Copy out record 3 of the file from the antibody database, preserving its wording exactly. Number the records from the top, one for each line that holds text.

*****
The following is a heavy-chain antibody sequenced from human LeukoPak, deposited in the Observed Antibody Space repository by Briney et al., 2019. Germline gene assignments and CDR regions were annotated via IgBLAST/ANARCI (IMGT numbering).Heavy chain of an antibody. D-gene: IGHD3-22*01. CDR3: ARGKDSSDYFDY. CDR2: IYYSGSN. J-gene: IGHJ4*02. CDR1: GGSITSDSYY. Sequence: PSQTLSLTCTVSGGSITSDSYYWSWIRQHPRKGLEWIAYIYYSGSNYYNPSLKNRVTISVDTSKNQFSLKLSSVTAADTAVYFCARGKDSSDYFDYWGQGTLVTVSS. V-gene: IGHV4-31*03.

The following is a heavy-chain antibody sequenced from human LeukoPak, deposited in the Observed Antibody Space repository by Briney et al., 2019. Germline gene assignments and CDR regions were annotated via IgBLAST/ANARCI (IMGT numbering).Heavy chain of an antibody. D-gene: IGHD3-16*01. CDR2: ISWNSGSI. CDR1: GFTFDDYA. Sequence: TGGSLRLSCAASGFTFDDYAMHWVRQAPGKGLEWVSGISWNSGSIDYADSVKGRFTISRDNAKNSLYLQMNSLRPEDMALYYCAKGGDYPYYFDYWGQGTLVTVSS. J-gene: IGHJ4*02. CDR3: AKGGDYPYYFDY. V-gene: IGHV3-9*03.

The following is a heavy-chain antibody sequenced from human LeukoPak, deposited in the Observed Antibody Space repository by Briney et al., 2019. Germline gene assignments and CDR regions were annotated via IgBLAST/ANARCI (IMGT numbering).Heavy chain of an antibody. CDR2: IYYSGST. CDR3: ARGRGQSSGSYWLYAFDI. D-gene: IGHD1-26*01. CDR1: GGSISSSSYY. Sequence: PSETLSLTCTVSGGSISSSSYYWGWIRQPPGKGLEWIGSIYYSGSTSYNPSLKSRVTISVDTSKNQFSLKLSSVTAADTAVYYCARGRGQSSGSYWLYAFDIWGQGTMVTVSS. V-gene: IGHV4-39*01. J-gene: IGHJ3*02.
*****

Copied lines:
The following is a heavy-chain antibody sequenced from human LeukoPak, deposited in the Observed Antibody Space repository by Briney et al., 2019. Germline gene assignments and CDR regions were annotated via IgBLAST/ANARCI (IMGT numbering).Heavy chain of an antibody. CDR2: IYYSGST. CDR3: ARGRGQSSGSYWLYAFDI. D-gene: IGHD1-26*01. CDR1: GGSISSSSYY. Sequence: PSETLSLTCTVSGGSISSSSYYWGWIRQPPGKGLEWIGSIYYSGSTSYNPSLKSRVTISVDTSKNQFSLKLSSVTAADTAVYYCARGRGQSSGSYWLYAFDIWGQGTMVTVSS. V-gene: IGHV4-39*01. J-gene: IGHJ3*02.